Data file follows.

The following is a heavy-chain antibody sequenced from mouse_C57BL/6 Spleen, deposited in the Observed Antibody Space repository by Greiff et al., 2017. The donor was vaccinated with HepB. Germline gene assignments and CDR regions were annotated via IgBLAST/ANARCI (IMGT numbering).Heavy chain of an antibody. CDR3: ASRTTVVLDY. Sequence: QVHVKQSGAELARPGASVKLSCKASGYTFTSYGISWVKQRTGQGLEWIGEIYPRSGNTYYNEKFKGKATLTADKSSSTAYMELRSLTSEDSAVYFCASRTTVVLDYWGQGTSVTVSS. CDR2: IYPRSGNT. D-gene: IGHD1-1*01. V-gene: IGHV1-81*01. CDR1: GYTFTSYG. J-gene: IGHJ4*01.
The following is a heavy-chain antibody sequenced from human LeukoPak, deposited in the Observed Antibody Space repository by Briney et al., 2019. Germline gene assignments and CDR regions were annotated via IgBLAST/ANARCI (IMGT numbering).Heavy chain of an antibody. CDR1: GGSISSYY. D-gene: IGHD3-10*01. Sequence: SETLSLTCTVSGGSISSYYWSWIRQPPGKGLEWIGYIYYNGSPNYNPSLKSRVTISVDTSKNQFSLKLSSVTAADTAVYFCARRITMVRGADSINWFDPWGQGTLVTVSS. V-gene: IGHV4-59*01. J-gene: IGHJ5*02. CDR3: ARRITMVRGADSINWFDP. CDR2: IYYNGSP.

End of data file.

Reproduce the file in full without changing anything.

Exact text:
The following is a heavy-chain antibody sequenced from mouse_C57BL/6 Spleen, deposited in the Observed Antibody Space repository by Greiff et al., 2017. The donor was vaccinated with HepB. Germline gene assignments and CDR regions were annotated via IgBLAST/ANARCI (IMGT numbering).Heavy chain of an antibody. CDR3: ASRTTVVLDY. Sequence: QVHVKQSGAELARPGASVKLSCKASGYTFTSYGISWVKQRTGQGLEWIGEIYPRSGNTYYNEKFKGKATLTADKSSSTAYMELRSLTSEDSAVYFCASRTTVVLDYWGQGTSVTVSS. CDR2: IYPRSGNT. D-gene: IGHD1-1*01. V-gene: IGHV1-81*01. CDR1: GYTFTSYG. J-gene: IGHJ4*01.
The following is a heavy-chain antibody sequenced from human LeukoPak, deposited in the Observed Antibody Space repository by Briney et al., 2019. Germline gene assignments and CDR regions were annotated via IgBLAST/ANARCI (IMGT numbering).Heavy chain of an antibody. CDR1: GGSISSYY. D-gene: IGHD3-10*01. Sequence: SETLSLTCTVSGGSISSYYWSWIRQPPGKGLEWIGYIYYNGSPNYNPSLKSRVTISVDTSKNQFSLKLSSVTAADTAVYFCARRITMVRGADSINWFDPWGQGTLVTVSS. V-gene: IGHV4-59*01. J-gene: IGHJ5*02. CDR3: ARRITMVRGADSINWFDP. CDR2: IYYNGSP.